Skip to site navigation

Press Release: Lords appointments urgently need regulation: Constitution Unit

1 August 2013

Today's appointments to the House of Lords - with 30 new peers announced - again demonstrates the urgent need for regulation of prime ministerial patronage powers, says Constitution Unit Deputy Director and Lords expert Meg Russell.

The appointments (14 Conservative, 10 Liberal Democrat, 5 Labour and 1 Green) take the eligible membership of the Lords to 785, but with 53 peers temporarily disqualified or on leave of absence, the potential membership of the chamber has reached 838. This is a new post-1999 high, and 172 members larger than 13 years ago - as shown in the chart below.

Lords membership 2000 - August 2013 (all other figures are for January)

hoflappointments


Commenting on today's appointments, Meg Russell said: 'Until some formal regulation of appointments to the House of Lords is introduced, the size of the chamber will grow and grow. Each Prime Minister seeks to boost their own side, and counteract appointments by their predecessors. But as appointments are for life, this means people arriving in the chamber in far greater numbers than they depart it'.

Options for regulation (as set out by Dr Russell recently in evidence to the House of Commons Political and Constitutional Reform Committee, and in a high profile report published in 2011 following Cameron's early appointments) include:

· Introducing an absolute size cap for the House of Lords;

· Requiring Prime Minister to appoint on a 'one in, one out' basis (or a 'one in, two out' basis if the chamber is to ever reduce in size);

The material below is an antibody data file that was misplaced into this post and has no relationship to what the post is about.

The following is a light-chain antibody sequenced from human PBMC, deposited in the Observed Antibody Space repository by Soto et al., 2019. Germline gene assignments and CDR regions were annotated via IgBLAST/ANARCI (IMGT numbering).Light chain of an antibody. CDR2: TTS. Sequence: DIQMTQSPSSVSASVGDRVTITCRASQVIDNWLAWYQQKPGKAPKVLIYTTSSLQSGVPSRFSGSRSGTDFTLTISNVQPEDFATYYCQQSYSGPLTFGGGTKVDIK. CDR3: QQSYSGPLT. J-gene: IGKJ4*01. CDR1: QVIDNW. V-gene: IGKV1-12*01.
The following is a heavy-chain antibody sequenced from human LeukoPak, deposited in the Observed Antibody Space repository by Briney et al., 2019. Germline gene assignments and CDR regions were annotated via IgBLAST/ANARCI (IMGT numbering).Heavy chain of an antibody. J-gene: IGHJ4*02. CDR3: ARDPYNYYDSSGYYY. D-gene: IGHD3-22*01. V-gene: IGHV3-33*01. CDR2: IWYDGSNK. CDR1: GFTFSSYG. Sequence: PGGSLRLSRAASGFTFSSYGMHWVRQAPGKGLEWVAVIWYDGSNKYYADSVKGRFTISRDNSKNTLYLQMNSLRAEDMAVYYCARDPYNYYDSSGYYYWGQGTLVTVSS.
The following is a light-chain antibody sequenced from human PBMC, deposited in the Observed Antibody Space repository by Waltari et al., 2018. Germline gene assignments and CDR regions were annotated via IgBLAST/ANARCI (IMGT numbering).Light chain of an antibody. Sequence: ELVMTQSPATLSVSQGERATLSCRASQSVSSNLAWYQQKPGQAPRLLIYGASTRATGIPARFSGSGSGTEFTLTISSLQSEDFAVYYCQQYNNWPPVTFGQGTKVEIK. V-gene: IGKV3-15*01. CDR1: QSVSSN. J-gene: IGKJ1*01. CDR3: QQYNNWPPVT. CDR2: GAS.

· Agreeing a written formula for party balance among appointments (probably based on general election vote shares);

· Giving new power to the independent House of Lords Appointments Commission to police the system.

Meg Russell commented 'Something must be done, as the current system of appointments is unsustainable. It also gives huge patronage power to the Prime Minister. It is urgent to agree a maximum size for the chamber, and the appropriate formula for sharing out appointments, and to have an independent body to police this. Until then, the Lords will continually rise in both size and cost'.

Notes for editors

Join the Debate

Blog

Is David Cameron actually seeking to destroy the Lords?

Fri, 28 Aug 2015 12:00:58 +0000

Yesterday’s new peerage appointments attracted almost universal criticism for further adding to the inexorable growth in size of the House of Lords under David Cameron. But could the gradual erosion of the Lords’ reputation actually benefit the government by weakening parliament? Might it even be a deliberate plan? And – given that the Prime Minister […]

Read more...

Elections, referendums, political parties and the Constitution Unit

Thu, 27 Aug 2015 10:00:06 +0000

In the third of our series of posts adapted from presentations at the Unit’s 20th anniversary conference, Alan Renwick documents on how the UK’s electoral framework has evolved since 1995 and illustrates how the Unit has shaped the implementation of changes. Looking forward, he identifies the franchise and the current gulf between citizens and politicians as key areas for […]

Read more...

The Constitutional Standards of the House of Lords’ Constitution Committee: A valuable tool for enhancing scrutiny

Tue, 25 Aug 2015 11:00:47 +0000

To mark the launch of the second edition of The Constitutional Standards of the House of Lords Constitution Committee, Jack Simson Caird considers the role that a set of constitutional standards could play in the current government. Drawing on the example of English votes for English laws, he argues that such a code would increase […]

Read more...
Mailing List

Connect with us

RSSFlickr

Footer menu